Coming out about OCD: How “Banana” inspired me to share my story

When I came out at age 16, I found myself practically bathed in a warm, loving light by my friends and family. Back then I thought, Sweet, I’m out now and it was pretty painless and I never have to do it again! But now, in my thirties, I find myself having to come out all over again.

But this time it’s different. This time, I’m coming out about having OCD, and it’s far from painless. My sexuality carries with it no shame, but I can’t say the same about my OCD. And that’s why I’m telling you about it now.

I’ve had anxiety issues on and off since I was a teenager. Endless reflux that made eating and sleeping in my dorm room bunk a painful challenge. Panic attacks that would hit me while walking the streets of NYC in the aftermath of 9/11. Stage fright that nearly robbed me of my ability to perform. But my OCD is something that snuck up on me without warning, which is kind of what it does best.


When I moved to New York a second time, it was to be with a girlfriend. I started work in the publishing industry, as fresh-faced and Midwestern as I could possibly be. My Michigan accent and generally affable demeanor plus my unabashed queerness, rubbed one of my co-workers the wrong way. Just being me ignited a year-long nightmarish work environment where I was bullied by this male co-worker to the point dry heaving in the bathroom from nerves. He hated the way I answered phones, would mumble insults under his breath in his cubicle, and of course, undermine me in meetings and social gatherings. During this time, my girlfriend unceremoniously broke up with me, which only left me more vulnerable. While I was admittedly relieved the relationship had ended, I was alone in the city with an apartment I couldn’t afford by myself, and a job that I dreaded going to. That’s when it started.


Watching this week’s episode of Banana, written by and starring Charlie Covell (who like her character Amy, also deals with OCD) was like an absolute breath of fresh air. Here’s a lesbian character that is trying to lead an average life while being tugged in many directions by her OCD. I was really inspired by watching Amy go through her day, in a way I’ve gone though days myself, that I decided that I should be as brave and tell my story. If not to relieve the weight of it from my own shoulders, but perhaps someone else’s as well.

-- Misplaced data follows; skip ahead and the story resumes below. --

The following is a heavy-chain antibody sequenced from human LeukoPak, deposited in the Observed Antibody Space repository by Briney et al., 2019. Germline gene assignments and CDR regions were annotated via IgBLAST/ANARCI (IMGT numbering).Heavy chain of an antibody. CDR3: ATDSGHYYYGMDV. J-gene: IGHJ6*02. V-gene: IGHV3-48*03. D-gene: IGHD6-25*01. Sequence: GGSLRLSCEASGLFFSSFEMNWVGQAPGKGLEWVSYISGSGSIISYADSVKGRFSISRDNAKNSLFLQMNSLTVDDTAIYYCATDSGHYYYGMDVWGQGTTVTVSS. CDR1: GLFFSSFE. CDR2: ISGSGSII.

My OCD manifests itself in two ways: checking and repetitive thought. The checking is more inconvenient than anything else. Have you ever left the house and wondered if you left the iron on? It’s kind of like that, but the need to check if the iron is indeed on is so strong, it can cause me to turn around on the highway out of fear that my cats will be trapped in a blazing inferno. When Amy did exactly this in the opening of Banana, I laughed out loud partly because it tickled me, and partly out of sheer relief that I wasn’t alone in having experienced this. The character Amy has rituals, which I do not. I also do not organize my life by color or have problems with things that are out of place. And no, I do not excessively wash my hands or have contamination fears, but some people do and it’s very real for them.

Intrusive and repetitive thoughts are the real monsters in my life. When my anxiety flares up, it arrives like an unwanted house guest that I know will leave eventually but will do its best to wreak havoc on my life until it does. It drains me of my confidence in a way that’s hard for me to articulate. I go from being a woman in charge of my own destiny, to someone who second-guesses interactions with everyone from the mail man to my dearest friends. It’s also interfered with my love of performing. What’s difficult for people who do not have OCD to understand is how it works in our heads. My brain changes the narrative. It decides to rewrite and utterly fuck up the way things happened. It’s so real that on that on occasion, I will have to check in with my wife or one of the few people I have trusted with this (which is now you as well) to make sure that what the thing my brain insists happened, isn’t what I rationally know to be true.

I’m lucky that, for the most part, my fears aren’t life and death based. More like, did I say “fuck” on the phone with the mortgage specialist? Did I take off and put my shoes back on in that interview? I know they sound benign, and they are, except when they become consuming. Which they do.


My OCD is manageable at this point in my life, mostly because I’m happily married and I love my job, which reduces my stress greatly. Sometimes it subsides almost completely. I don’t need medication to deal with it, but that doesn’t mean I won’t in the future. That’s a decision I’ll make if the time comes. But what I want you to know is that OCD can be very isolating and many of us who are obsessive compulsive do our damnedest to keep it under wraps for fear of misunderstanding and judgment. What most people tell me when they find out about my OCD is that they never had a clue. Yeah, that’s kind of the point.

But now I also realize that this code of silence only makes the issue worse. I know that I am lucky enough to have a platform, and I hope that my coming out, and the very spot on portrayal of Amy’s type of OCD on Banana, can relive the burden on those of you who also deal with it. Also, if you have friends or loved ones with OCD or other anxiety disorders, just letting us know that we can talk to you about them, can make a huge difference. Oh and yeah, reassuring me that I did in fact turn the iron off would be helpful, too.